I’m going to be gone soon, and I need you to get this because I need your life to be that invitation as mine was. You are as much a gift to the world as I am, and I want you to accept and own that for yourself. Love never stopped giving. Love keeps birthing new expressions of the truth to awaken those lost in the lie. First, you have to wake up yourself and then your life naturally becomes the smelling salts this world needs.”

- Jesus, Religion-Free Bible (Jim Palmer) 

What made Jesus different than the rest of us?


Jesus said, “I am the truth.” Consider the possibility that Jesus invites us to understand ourselves inside of the truth of who he was and is.

In Jesus’ birth, we learn he had both a divine and human origin. In other words, Jesus was a mix of divine DNA (God) and human DNA (Joseph and Mary). This is also true for each of us. Our fundamental Self is an expression or manifestation of the image, likeness, and being of God. That Self is one with God – always has been, is in every moment, and always will be. There is no separation.That Self took on humanity through the process of being born into this world. Jesus was both divine and human, and this is true of us.

Jesus died. His death is a reminder that part of the “truth” he claimed about himself included the impermanence of his human body and mind. Why did Jesus have to die? Because every human being has to die. The body and mind we are born into and develop over the course of our lifetime is not permanent. There is nothing wrong with this. It is not a problem to solve or overcome. The impermanence of our human body and mind does not compromise the truth; it is part of it. Like Jesus, we all will die. In the Bible, Jesus refers to us as his siblings, together in one family. We all have a common origin in God, and we all share the reality of our humanity and the human journey.

Jesus never died. That seems like a contradiction to what I just said. What I mean in this case is that the essence and nature of Jesus is permanent. At the most fundamental level where Jesus and God are one – that reality has no end, and cannot be diminished, compromised, threatened, disturbed, or terminated. This was the basis for Jesus appeal to his disciples to accept his human death in order that they might embrace his underlying spiritual identity. Jesus discouraged others from becoming attached to his human personality, and instead challenged people to find the truth of who he was inside themselves. In my mind, this is what we are celebrating at Easter – the eternal nature of our true Self that never dies but always lives and one with God.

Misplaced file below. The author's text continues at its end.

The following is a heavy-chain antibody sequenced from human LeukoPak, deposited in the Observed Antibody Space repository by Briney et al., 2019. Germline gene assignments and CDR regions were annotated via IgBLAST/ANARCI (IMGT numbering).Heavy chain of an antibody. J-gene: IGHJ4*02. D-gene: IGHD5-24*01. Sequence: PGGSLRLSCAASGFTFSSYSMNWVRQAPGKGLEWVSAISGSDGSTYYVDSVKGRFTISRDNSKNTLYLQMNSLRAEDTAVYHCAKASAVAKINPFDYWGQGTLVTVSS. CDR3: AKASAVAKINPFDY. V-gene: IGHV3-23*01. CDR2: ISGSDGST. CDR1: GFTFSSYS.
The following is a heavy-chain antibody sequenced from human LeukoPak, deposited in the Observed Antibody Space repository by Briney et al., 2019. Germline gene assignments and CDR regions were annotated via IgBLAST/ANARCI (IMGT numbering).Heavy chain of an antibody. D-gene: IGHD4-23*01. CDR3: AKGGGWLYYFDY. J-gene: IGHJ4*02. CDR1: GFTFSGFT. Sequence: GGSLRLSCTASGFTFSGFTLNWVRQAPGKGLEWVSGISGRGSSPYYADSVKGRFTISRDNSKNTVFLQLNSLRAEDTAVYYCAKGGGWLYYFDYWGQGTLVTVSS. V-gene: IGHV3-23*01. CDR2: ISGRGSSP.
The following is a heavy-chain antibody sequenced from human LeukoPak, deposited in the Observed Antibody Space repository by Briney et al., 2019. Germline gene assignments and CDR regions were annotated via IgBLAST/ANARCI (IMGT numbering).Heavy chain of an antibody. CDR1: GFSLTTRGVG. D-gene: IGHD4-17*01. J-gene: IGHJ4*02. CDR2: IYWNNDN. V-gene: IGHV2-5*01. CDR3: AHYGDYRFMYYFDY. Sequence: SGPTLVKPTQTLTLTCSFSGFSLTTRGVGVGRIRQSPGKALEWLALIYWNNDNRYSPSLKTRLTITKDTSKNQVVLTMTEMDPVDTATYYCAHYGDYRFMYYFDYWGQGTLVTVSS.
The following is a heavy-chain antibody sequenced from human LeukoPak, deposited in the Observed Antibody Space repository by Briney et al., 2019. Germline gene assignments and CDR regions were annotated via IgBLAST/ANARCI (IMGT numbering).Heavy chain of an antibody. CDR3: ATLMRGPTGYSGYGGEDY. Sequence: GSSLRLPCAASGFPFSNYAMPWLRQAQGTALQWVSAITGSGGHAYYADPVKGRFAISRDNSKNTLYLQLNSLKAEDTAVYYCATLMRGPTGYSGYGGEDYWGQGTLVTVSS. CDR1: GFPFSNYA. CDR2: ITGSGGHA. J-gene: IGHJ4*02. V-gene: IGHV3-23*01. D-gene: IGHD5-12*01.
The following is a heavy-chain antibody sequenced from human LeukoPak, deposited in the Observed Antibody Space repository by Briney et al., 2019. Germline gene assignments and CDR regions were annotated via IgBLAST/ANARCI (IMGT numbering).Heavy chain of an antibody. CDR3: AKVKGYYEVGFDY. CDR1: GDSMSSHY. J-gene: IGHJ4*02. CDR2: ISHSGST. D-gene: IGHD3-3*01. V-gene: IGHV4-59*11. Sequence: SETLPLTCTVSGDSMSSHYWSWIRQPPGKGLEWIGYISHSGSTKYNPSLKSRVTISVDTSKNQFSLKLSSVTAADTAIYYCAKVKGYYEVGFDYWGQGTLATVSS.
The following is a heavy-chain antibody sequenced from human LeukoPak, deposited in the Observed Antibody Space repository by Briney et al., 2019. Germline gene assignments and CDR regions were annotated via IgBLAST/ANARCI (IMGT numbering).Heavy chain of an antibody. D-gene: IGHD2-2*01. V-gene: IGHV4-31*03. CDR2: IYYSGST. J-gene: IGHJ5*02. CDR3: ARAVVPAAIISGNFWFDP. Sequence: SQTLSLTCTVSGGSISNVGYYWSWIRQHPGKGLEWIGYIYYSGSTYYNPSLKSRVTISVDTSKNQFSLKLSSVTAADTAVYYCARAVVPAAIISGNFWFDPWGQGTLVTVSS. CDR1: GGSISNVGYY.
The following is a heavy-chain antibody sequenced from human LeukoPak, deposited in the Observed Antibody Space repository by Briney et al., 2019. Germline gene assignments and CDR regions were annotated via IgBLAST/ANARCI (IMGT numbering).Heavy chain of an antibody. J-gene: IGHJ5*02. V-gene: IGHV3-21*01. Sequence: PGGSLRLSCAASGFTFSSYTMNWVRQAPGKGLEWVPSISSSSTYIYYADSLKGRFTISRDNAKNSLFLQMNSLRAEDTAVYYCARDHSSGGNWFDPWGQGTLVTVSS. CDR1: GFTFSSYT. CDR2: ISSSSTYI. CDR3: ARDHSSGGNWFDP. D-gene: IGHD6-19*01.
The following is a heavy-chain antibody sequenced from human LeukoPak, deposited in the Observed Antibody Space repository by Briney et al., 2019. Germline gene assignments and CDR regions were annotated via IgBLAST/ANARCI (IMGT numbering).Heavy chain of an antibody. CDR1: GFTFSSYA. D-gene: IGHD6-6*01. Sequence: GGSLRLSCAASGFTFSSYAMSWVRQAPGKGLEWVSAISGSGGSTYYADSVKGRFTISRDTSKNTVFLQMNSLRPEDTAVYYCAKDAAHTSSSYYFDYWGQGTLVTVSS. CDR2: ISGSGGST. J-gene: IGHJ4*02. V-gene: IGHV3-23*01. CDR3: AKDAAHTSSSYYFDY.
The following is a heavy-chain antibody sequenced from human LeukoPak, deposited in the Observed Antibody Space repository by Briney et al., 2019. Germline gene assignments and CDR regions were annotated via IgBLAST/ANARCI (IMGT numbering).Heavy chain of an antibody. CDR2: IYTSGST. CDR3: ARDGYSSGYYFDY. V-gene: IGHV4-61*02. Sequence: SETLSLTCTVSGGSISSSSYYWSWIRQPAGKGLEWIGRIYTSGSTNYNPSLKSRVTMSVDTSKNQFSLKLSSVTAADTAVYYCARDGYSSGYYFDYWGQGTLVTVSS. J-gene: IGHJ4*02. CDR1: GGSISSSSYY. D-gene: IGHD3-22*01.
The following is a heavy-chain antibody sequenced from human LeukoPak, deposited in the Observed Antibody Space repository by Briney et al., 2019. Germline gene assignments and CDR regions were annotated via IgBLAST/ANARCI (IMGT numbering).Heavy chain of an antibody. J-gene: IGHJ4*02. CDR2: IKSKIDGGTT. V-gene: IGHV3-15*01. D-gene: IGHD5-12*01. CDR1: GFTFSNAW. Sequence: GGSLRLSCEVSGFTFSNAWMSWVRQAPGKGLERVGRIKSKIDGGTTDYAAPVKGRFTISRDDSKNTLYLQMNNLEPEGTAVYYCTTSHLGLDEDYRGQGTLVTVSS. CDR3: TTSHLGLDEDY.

Organized Christianity memorializes Jesus in his birth, death, and resurrection. Jesus taught that the truth of each of these were meant to be claimed as truth for ourselves. What I think is especially different about Jesus was not his birth, death or resurrection, but the life he lived. Jesus gave full expression to the truth of God and humankind as one. We are told in the gospels that Jesus himself went through a process of self-actualization – fully recognizing and expressing the truth of his identity. And then that day came when Jesus spoke those words with full awareness, “I am the truth.”

These are the words that we must now claim for ourselves and live.

(Photo by Darla Winn)

I don’t read my Amazon reviews (and other strange habits as a writer)


12 Random Things About Me As An Author:

1. It was never a goal of mine to become an author. My writing career started when a publishing house contacted me and asked if I would write a book.
2. I don’t read my Amazon reviews because I take negative reviews too personally.
3. The promotion and marketing side of publishing doesn’t suit me well. I have an aversion to self-promotion, which is not good since it’s a critical part of making a living as a writer.
4. Despite my publishing house turning down The Shack, I wrote the first endorsement that appears in the book.
5. Never learned how to type, but I’ve perfected the hunt-and-peck method, using my middle fingers.
6. Typically I listen to music as a write. Half of Wide Open Spaces was written to U2. Several chapters in my books have been written to film scores.
7. My publishing contract for Being Jesus in Nashville was canceled because the book was determined to be “outside biblical orthodox Christianity.”
8. I still play my cards close to my vest. There’s a lot that has happened in my life that has never made it into a book.
9. I wish I had thicker skin. Being an author isn’t such a good match for someone who wears their heart on their sleeve.
10. I secretly wish that the people who hate me the most will come around and we’ll be friends.
11. My best writing time is 3:30 a.m.
12. I consider myself a better speaker than a writer, but I don’t like being the center of attention, and I abhor being given any kind of special status because of it.

When the Gospel is a lie


Personal Enemy # 1 -> Shame